Rooted in, developing from, and nourished by the fertile ground of the community's ecosystem, culture is the invisible womb that holds the human community together at its core. Through generations, it nurtures continuity of the human life unique to a particular community. It gives rhythm to our life and significance to our being part of a community. The language and music of meaning; the motion, feeling and tastes of rituals; the vision and textures of sacred symbols; and the wisdom and odor of taboos form the dimensions of culture.
The depth of the values and beliefs of a community's culture shapes how well a community reconciles adversity and appreciates the richness of diversity within it. The quality and consciousness of a community's culture profoundly influences whether our social conventions and relationships -- gender, family, education, business, justice, religions -- will work or not.
Principles for guiding a sustainable community related to its culture include:
Economy , from its Greek origin, means managing the household. The economy of a sustainable community requires a dynamic balancing of reciprocal, value-adding transactions between the culture and its ecosystem. Managing the household includes guiding the transformation of matter and energy from the ecosystem into products and services that enable the culture to enhance, uplift, and sustain the community. It also includes responsibility for nourishing (giving food back to) the community's ecosystem through time. The market system can be the medium for managing the household if it serves the values of the whole community -- ecosystem and culture. The ecosystem, when managed appropriately, yields bounty. The culture, when guided by reciprocal, value-adding transformations and transactions, connects us to our Source. The role of the economy is to manage and guide accordingly, to manifest well-being.
The notion of managing the market system by an "invisible hand" had authenticity the way Adam Smith conceived it. But the "invisible hand" has since been amputated from its body -- the values and well-being of the community it was supposed to serve. Smith's view is in stark contrast to the current "economics of growth," where earth and its communities are being drained to fuel economic activity.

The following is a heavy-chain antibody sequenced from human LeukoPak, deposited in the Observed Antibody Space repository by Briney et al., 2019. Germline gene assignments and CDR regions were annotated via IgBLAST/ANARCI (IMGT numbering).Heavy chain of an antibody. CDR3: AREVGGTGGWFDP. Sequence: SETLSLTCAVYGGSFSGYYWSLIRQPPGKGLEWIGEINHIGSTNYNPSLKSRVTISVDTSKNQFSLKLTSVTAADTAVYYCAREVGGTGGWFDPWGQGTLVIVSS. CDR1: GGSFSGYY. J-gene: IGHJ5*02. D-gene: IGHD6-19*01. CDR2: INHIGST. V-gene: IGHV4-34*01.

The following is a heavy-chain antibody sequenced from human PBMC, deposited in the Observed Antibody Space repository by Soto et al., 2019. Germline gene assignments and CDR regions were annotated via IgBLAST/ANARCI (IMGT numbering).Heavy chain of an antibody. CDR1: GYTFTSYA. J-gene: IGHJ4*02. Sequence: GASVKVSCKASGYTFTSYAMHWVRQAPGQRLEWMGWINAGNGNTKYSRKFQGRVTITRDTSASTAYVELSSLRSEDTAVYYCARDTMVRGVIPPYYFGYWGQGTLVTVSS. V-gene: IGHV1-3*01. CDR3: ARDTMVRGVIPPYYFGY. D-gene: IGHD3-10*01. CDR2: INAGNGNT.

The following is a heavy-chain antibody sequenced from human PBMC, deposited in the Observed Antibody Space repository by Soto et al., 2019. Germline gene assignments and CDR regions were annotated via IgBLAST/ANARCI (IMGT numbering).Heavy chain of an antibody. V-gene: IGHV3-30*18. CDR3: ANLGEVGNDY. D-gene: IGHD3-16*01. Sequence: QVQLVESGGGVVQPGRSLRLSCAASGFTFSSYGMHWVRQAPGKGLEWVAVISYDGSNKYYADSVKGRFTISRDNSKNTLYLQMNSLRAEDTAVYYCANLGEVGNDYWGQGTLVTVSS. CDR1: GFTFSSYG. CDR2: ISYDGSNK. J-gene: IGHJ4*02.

The economy of nature offers an instructive and different model. Nature is constantly transforming waste into nourishment for a succession of higher order beings. With intention, business can work similarly with regard to higher order community.
Some principles for guiding an economy of a sustainable community include:
Import replacement is fundamental to the creation of wealth and healthy sustainable &quo;tcities," as Jane Jacobs persuasively demonstrates in her book Cities and the Wealth of Nations . By continually developing its own capability to produce products that replace a region's dependency on imports, a regional community and its component businesses build a stronger and more sustainable economy and a more stable social and political structure.
Infrastructure is an inclusive term for all of a community's physical and social support systems. Communications, transportation, land use, utilities, health, education, market and finance systems enable a community to function well and to further develop its assets. In a sustainable community each system is designed to meet needs and manifest the value of the economy, culture, and the ecosystem. The economy couldn't manage the household if there were no infrastructure.
When traffic congestion begins to overwhelm our streets, instead of automatically deciding to build a new freeway, a sustainable community would ask, "What systems failures are contributing to the congestion?" The city of Portland asked that in the late 1970s. Instead of simply building a new freeway to connect and accommodate further urban flight, Portland's civic, environmental, and business interests got together on a community infrastructure plan. The result, fifteen years later, is a highly developed sense of community in one of the most attractive and vital downtown urban centers in the United States.
Principles for infrastructure in sustainable community include:
Finally, we discover the relative value of governance. Unlike the institution of government that imposes an order on society based on an adversarial process where everyone looks out for him or herself and comes up with the lowest common denominator agreement, governance in a sustainable community is a derivative, self-organizing process. Governance engages a community, through formal and informal interactions about long-term planning, decision making, and man aging the community's relationships.
Self-organizing is the way of the natural order. It is not, however, a conscious process for most historical human societies, and it is certainly not the model we are familiar with today. Yet it is present in real communities, of which there are still many. It requires greater capability than is currently our standard of attainment in our unsustainable society. The ethic, resources, and systems to sup port and develop this higher level of capability in its people are imbedded in the sustainable community's culture, economy and infrastructure. In return, governance, in pursuit of common purpose, serves the other systems.
Principles for governance in a sustainable community include:
"To touch the Earth." This is only the beginning of a vision of how we can begin to reverse the accelerating deterioration in our natural and social systems by creating regional sustainable communities in the 21st Century. The whole vision has to be created by all of us. A very big order, it calls for a caring commitment over extended time, against well-entrenched inertia. Nonetheless, it is difficult to envision a more worthy endeavor.